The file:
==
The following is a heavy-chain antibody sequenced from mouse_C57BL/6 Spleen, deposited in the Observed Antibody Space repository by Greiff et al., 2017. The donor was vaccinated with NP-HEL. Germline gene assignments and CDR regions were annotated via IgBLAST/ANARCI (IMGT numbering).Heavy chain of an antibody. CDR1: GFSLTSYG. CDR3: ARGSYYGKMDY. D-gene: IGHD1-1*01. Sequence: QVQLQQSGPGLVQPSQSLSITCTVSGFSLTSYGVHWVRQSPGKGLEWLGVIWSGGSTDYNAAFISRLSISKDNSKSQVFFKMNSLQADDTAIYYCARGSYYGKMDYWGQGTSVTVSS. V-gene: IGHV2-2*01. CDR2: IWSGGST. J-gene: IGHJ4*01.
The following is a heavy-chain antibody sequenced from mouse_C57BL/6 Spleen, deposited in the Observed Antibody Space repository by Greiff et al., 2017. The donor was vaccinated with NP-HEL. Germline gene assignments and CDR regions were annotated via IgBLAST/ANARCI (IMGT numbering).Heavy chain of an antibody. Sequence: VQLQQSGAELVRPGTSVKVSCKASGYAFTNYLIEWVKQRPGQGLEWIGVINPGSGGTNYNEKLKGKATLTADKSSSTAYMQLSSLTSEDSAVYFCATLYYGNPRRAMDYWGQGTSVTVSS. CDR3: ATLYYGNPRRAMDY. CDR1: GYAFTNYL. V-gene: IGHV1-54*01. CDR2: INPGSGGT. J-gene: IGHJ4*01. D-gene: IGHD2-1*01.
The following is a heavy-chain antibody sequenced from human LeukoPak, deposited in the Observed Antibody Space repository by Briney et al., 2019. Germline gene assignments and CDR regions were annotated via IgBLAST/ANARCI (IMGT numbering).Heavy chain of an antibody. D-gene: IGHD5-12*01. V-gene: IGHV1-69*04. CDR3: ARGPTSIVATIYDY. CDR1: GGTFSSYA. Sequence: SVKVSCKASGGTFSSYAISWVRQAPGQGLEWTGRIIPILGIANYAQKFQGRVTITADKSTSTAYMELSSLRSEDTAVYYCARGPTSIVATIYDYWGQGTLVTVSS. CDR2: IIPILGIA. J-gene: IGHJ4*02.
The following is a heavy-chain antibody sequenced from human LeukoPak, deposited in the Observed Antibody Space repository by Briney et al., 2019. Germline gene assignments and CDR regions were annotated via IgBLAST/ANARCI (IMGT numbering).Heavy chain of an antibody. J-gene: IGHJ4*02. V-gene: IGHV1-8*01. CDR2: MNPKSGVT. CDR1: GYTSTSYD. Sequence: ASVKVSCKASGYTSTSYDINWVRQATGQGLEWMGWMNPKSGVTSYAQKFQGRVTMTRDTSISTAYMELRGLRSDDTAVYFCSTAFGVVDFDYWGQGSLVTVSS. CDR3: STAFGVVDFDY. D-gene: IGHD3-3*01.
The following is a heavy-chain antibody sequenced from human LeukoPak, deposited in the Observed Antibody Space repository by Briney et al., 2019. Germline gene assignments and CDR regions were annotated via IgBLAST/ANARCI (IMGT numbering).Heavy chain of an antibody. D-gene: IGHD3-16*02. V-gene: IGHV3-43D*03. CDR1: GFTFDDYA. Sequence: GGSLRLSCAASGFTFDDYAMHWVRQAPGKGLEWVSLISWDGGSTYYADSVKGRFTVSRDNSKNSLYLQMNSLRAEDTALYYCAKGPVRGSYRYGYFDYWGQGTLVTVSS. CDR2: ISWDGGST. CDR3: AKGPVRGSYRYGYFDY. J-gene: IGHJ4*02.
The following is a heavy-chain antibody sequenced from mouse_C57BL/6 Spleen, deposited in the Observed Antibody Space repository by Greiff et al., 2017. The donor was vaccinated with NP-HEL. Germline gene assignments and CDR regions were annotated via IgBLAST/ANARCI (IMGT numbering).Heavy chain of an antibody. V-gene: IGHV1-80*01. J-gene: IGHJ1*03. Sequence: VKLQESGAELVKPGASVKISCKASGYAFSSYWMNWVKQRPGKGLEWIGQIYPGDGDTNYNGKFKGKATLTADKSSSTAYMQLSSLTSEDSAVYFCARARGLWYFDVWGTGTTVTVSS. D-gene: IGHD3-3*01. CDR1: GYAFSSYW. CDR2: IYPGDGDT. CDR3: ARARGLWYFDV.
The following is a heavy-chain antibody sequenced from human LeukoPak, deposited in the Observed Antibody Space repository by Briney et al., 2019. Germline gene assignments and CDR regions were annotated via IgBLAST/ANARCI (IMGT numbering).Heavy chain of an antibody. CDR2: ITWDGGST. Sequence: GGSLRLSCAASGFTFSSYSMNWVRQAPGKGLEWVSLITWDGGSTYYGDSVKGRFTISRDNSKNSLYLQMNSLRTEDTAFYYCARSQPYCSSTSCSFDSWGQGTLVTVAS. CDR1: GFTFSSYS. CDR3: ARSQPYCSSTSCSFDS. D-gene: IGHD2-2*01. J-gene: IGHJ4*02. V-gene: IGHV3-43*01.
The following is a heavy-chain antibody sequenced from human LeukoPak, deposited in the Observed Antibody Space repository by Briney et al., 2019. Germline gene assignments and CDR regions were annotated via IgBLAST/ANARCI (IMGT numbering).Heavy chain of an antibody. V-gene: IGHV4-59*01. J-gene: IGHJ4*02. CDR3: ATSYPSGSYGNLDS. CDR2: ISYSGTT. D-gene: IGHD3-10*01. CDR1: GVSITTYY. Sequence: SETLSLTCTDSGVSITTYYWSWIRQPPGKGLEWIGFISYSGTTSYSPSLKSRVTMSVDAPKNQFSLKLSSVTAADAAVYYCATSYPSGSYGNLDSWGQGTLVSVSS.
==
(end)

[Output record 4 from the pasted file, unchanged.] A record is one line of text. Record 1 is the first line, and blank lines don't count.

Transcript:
The following is a heavy-chain antibody sequenced from human LeukoPak, deposited in the Observed Antibody Space repository by Briney et al., 2019. Germline gene assignments and CDR regions were annotated via IgBLAST/ANARCI (IMGT numbering).Heavy chain of an antibody. J-gene: IGHJ4*02. V-gene: IGHV1-8*01. CDR2: MNPKSGVT. CDR1: GYTSTSYD. Sequence: ASVKVSCKASGYTSTSYDINWVRQATGQGLEWMGWMNPKSGVTSYAQKFQGRVTMTRDTSISTAYMELRGLRSDDTAVYFCSTAFGVVDFDYWGQGSLVTVSS. CDR3: STAFGVVDFDY. D-gene: IGHD3-3*01.